Hallucigenia: the half-billion years old freaky ancestor of molting animals
When the freakish Hallucigenia was first discovered in the 1970s, paleontologists found it nearly impossible to distinguish heads from tail. Now, the bizarre creature - an ancestor to molding animals like crabs, worms or krill - had its features identified with unprecedented precision, but that doesn't mean it's less freakish looking: worm-like with a mouth adorned with a ring of teeth, bearing seven pairs of legs ending in claws, and three pairs of tentacles along its neck. To finish it off, its back was covered with enormous spikes. Yes, it looks weird, but so were most animals that lived 500 million years ago during the so-called Cambrian explosion - a period of massive bloom in terms of diversity of life and evolution. Most creatures of those times were somewhat primitive, but remarkably Hallucigenia was quite advanced for its age.
When the freakish Hallucigenia was first discovered in the 1970s, paleontologists found it nearly impossible to distinguish head from tail. Now, the bizarre creature – an ancestor to molding animals like crabs, worms or krill – had its features identified with unprecedented precision, but that doesn’t mean it’s less freakish looking: worm-like with a mouth adorned with a ring of teeth, bearing seven pairs of legs ending in claws, and three pairs of tentacles along its neck. To finish it off, its back was covered with enormous spikes. Yes, it looks weird, but so were most animals that lived 500 million years ago during the so-called Cambrian explosion – a period of massive bloom in terms of diversity of life and evolution. Most creatures of those times were somewhat primitive, but remarkably, Hallucigenia was quite advanced for its age.
The fossil remains first discovered in Canada’s Burgess Shale are highly difficult to interpret. Basically, if you look at it in 2D it all looks like a worm with legs or spikes – hard to tell which is which. It’s no wonder that scientists initially described the creature totally upside down: the spines on the back were thought to be legs and vice-versa, and the head was mistaken for a tail. Using electron scan microscopy, researchers at University of Cambridge, the Royal Ontario Museum and the University of Toronto imaged the ancient Hallucigenia with unprecedented precision, casting aside ambiguities.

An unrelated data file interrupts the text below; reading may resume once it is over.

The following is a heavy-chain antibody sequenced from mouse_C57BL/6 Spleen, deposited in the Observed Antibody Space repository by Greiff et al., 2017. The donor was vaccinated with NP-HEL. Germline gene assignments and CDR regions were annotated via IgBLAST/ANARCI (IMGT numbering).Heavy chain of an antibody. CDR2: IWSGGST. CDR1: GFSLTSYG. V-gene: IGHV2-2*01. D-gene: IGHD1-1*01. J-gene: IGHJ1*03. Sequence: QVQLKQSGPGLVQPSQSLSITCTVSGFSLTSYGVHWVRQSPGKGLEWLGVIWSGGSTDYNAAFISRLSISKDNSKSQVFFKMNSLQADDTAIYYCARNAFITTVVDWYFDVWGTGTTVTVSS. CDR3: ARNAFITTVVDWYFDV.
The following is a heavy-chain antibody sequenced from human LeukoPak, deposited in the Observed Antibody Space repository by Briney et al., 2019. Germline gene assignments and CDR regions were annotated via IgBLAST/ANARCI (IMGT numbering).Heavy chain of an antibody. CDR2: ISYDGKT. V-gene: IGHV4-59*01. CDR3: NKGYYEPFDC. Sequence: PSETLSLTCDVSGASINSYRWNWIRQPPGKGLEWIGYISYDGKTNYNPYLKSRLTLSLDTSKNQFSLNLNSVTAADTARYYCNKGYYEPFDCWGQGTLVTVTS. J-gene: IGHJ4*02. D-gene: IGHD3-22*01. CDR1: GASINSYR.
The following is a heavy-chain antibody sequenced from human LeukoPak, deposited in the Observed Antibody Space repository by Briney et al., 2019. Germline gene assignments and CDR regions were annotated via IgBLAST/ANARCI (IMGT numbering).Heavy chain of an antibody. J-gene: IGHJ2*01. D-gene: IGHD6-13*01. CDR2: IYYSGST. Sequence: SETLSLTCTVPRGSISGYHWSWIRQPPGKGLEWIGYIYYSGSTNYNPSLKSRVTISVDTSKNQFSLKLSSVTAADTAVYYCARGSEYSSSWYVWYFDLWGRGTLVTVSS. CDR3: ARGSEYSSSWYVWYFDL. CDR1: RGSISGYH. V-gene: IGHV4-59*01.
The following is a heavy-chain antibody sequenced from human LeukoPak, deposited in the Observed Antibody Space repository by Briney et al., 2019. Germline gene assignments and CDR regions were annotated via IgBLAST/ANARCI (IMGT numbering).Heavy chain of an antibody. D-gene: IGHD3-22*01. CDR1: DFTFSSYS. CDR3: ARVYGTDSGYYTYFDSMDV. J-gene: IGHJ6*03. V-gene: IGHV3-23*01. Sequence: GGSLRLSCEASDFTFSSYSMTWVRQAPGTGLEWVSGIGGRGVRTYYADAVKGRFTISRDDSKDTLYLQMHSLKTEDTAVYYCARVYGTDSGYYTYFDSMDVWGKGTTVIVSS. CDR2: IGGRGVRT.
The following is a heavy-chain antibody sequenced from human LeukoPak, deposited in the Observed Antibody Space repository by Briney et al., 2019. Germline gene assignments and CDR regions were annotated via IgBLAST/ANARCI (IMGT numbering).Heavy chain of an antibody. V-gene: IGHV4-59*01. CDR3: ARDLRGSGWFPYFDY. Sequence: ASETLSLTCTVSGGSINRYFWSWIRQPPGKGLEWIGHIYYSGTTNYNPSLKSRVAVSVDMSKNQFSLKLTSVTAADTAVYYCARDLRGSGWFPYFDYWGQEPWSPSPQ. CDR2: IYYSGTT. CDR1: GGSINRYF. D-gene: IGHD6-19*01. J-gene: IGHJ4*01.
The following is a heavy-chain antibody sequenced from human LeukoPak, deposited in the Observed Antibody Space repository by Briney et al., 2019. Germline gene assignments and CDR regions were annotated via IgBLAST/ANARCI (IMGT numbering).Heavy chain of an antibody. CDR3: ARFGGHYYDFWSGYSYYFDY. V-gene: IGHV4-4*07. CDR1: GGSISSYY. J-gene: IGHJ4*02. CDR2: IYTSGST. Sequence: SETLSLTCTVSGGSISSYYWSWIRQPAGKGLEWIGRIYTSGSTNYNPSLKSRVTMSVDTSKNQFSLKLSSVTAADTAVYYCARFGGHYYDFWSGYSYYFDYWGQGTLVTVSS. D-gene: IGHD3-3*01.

“Prior to our study there was still some uncertainty as to which end of the animal represented the head, and which the tail,” saidDr Martin Smith, a postdoctoral researcher in Cambridge’s Department of Earth Sciences, and the paper’s lead author. “A large balloon-like orb at one end of the specimen was originally thought to be the head, but we can now demonstrate that this actually wasn’t part of the body at all, but a dark stain representing decay fluids or gut contents that oozed out as the animal was flattened during burial.”
After they realized which end is which, Smith was prompted to revisit the fossils and dig up the sediments around the head of the fossilized creature. This revealed some interesting clues related to its last moments alive. Apparently, this particular specimen was buried in a mudslide.
“This let us get the new images of the head,” said Caron. “When we put the fossils in the electron microscope, we were initially hoping that we might find eyes, and were astonished when we also found the teeth smiling back at us!”
Adorable and nightmarish-looking at the same time, Hallucigenia measured between 10 and 50 millimetres long and its head bore a simple pair of eyes and a row of needle-like teeth. The right of teeth likely helped the animal generate suction, flexing in and out, like a valve or a plunger, in order to suck its food into its throat, as reported in Nature.
“These teeth resemble those we see in many early moulting animals, suggesting that a tooth-lined throat was present in a common ancestor,” said Caron. “So where previously there was little reason to think that arthropod mouths had much in common with the mouths of animals such as penis worms, Hallucigenia tells us that arthropods and velvet worms did ancestrally have round-the-mouth plates and down-the-throat teeth – they just lost or simplified them later.”
Hallucigenia belongs to a group called ecdysozoans, which includes velvet worms (onychophorans) and water bears (tardigrades). While Hallucigenia isn’t the ancestor to all ecdysozoans, it is definitely high up the evolutionary tree and direct precursor to velvet worms. In fact, the findings helped the researchers assert that velvet worms initially had the same configuration, but lost it in time due to evolutionary mechanisms. Smith and Javier Ortega-Hernandez published a paper last year that reported five key characteristics that link the species to the velvet worms.
“The early evolutionary history of this huge group is pretty much uncharted,” said Smith. “While we know that the animals in this group are united by the fact that they moult, we haven’t been able to find many physical characteristics that unite them.”
“It turns out that the ancestors of moulting animals were much more anatomically advanced than we ever could have imagined: ring-like, plate-bearing worms with an armoured throat and a mouth surrounded by spines,” said Dr Jean-Bernard Caron, Curator of Invertebrate Palaeontology at the Royal Ontario Museum and Associate Professor in the Departments of Earth Sciences and Ecology & Evolutionary Biology at the University of Toronto. “We previously thought that neither velvet worms nor their ancestors had teeth. But Hallucigenia tells us that actually, velvet worm ancestors had them, and living forms just lost their teeth over time.”